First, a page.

Wednesday, September 19, 2012

Good Teeth: A Confounding Variable in Veg Eaters?

Since injuring my teeth, I haven't been eating as much vegetable food as I used to. (I'd already given up fruit, since it's one of the worst things for giving me acid reflux.) Why? I have a hard time chewing them--just like my mother, who has several bad teeth and a partial. Bad teeth are a sign of bad health and are associated with diabetes and low socioeconomic status. And they make it hard to chew certain foods.

Sure, you can go to the trouble and expense of juicing, but people who do that are outliers who are probably doing several good things for their health. And V-8 is a bit like oatmeal for most people: the only reason they consume it is because they think it's good for them. For most people with bad teeth, it's just easier to eat tuna casserole and mashed potatoes or a hamburger and fries.

Someone who's being funny might look at my case and say, "Aha! She became tired and weak and had several medical appointments around the time she stopped eating leafy greens." Absurd, yes, but no more so than many other associations that researchers confuse with causation.


Angele Style said...

Are you saying you no longer eat any fruits or vegetables? I have had it drilled in to me since birth that I had to eat fresh fruits and green veges every day. And that what I eat today will be what I FEEL like 10 years from now. Do you think you are getting all the nutrients you need for a long term healthy lifestly by eliminating those food groups? If so do you take vitamins to make up for it? Or do you have your own experimentation going on?

Lori Miller said...

Angele, you're kind to be concerned about my health. I still eat vegetables, but they have to be soft. I still use a lot of coconut milk. But for now, no more salads or crunchy veg-and-dip-for-dinner or celery and almond butter. I consider most fruit a dessert: it's mostly sugar and in general has less nutrition than veg, so between that and its gastrointestinal effects on me, I have no qualms about giving it up. (See my post called Fruit Fail.) If a person is looking for nutrient-dense foods, it's hard to beat sardines and beef liver, both of which I eat.

I take a multivitamin (GNC Hair, Skin & Nails), D3, K2, calcium, magnesium and iron. Except for the B and C vitamins and magnesium, those nutrients aren't very plentiful in veg. Vitamins D3, K2, B12 and retinol are entirely absent. Some people do better on a more planty diet (Denise Minger and Dr. Davis come to mind), but I eat vegetables mostly for the taste and texture.

Angele Style said...

Thanks Lori, I am always interested in how people are caring for their own health. I am gathering information about how to be healthy long term into the age 70 plus category and know you are much younger than this but interested in your personal views.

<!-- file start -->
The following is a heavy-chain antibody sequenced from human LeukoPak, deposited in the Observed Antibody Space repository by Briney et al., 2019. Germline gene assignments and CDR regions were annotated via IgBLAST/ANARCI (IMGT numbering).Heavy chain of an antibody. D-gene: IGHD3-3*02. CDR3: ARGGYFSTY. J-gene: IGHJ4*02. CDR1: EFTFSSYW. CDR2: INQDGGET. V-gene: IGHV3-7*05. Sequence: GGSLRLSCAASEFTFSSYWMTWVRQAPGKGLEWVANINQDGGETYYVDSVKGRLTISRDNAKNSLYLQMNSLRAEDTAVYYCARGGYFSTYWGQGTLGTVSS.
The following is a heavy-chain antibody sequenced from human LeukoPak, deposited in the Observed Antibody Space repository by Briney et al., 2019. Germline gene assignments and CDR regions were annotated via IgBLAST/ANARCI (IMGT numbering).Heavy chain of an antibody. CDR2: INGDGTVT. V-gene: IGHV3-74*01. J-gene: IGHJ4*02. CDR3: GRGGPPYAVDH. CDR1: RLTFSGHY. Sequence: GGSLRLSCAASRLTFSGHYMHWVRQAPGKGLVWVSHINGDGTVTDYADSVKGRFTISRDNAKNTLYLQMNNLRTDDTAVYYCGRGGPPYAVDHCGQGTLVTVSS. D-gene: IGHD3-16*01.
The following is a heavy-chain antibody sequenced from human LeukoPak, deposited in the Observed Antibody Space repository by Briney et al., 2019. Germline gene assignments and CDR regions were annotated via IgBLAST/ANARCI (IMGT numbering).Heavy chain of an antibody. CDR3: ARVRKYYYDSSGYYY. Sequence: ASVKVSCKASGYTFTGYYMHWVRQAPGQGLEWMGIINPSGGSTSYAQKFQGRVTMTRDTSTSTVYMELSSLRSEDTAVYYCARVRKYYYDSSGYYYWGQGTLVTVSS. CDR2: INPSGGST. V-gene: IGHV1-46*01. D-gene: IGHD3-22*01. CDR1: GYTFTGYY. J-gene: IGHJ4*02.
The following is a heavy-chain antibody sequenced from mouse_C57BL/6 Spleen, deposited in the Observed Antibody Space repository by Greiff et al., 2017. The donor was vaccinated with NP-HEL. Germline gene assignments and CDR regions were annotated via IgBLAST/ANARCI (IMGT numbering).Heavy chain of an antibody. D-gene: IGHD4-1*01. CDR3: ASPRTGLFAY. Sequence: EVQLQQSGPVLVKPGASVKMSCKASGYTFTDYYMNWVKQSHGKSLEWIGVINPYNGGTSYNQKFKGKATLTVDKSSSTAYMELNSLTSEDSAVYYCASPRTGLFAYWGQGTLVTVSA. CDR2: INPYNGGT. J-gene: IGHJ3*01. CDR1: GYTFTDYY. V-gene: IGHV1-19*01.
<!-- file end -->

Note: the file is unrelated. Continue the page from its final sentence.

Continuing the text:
I have heard that getting nutrients directly from food is far superior than vitamins and then the next study will say unless you grow your own food and know it truly is organic than you are better off taking vitamins. I have no direct experience with either/or. I sometimes take vites when run down such as B12, zinc, etc. and then stop not knowing for sure if they are what I need or not. I know we are each unique and have to find our own way. I don't think there are any bloggers in their 80's and 90's that are sharing what works well for them.

Lori Miller said...

Angele, you can do tests for certain nutrient deficiencies like iron, vitamin D and zinc. Some need to be done by a lab; there are services that will send you a test kit that you mail back to them. With others, like magnesium, you can go by deficiency symptoms. Google Scholar, Dr. Briffa's blog and the Protein Power blog are some good sources of info on this. It's important to monitor yourself in some way since too much of certain vitamins and minerals can be harmful.

The organic issue is more complicated than it's often made out to be. A book called The Truth About Organic Gardening by Jeff Gillman is a good introduction to the subject.

I don't know how old Jenny Ruhl of the Diabetes Update Blog is, but she calls herself an "old lady." Dr. Richard Feinman, who blogs, likewise doesn't strike me as a spring chicken. Jack LaLanne lived to a ripe old age (he exercised, ate good food, and avoided sugar and junk food). Dr. Richard Bernstein (book author) has managed to live with Type 1 diabetes since 1946--ain't many people who can say that. (BTW, he hasn't eaten a piece of fruit since the 1970s.)

Angele Style said...

Thanks Lori for these referrals. I will check them out. The only one I have heard of is Jack LaLanne and he ate so clean and exercised religiously I was shocked when I heard he died of pnemonia. At least he did not end up in a nursing home on drugs for the last 5 or more years of his life so I guess he is considered a success story of healthy living.

sophiebn0 said...

I would recommend you to consume the juices of fruits and vegetables. Skip the fruit that gives you acid reflux and make sure that you are getting the same nutrients from another food source.These are a few things that I did after I had undergone a dental implant last year.

Lori Miller said...

All fruit juice gives me acid reflux--and besides, fruit juice is liquid sugar. Seriously--someone who's shilling for a dentist is recommending sugary, acidic drinks?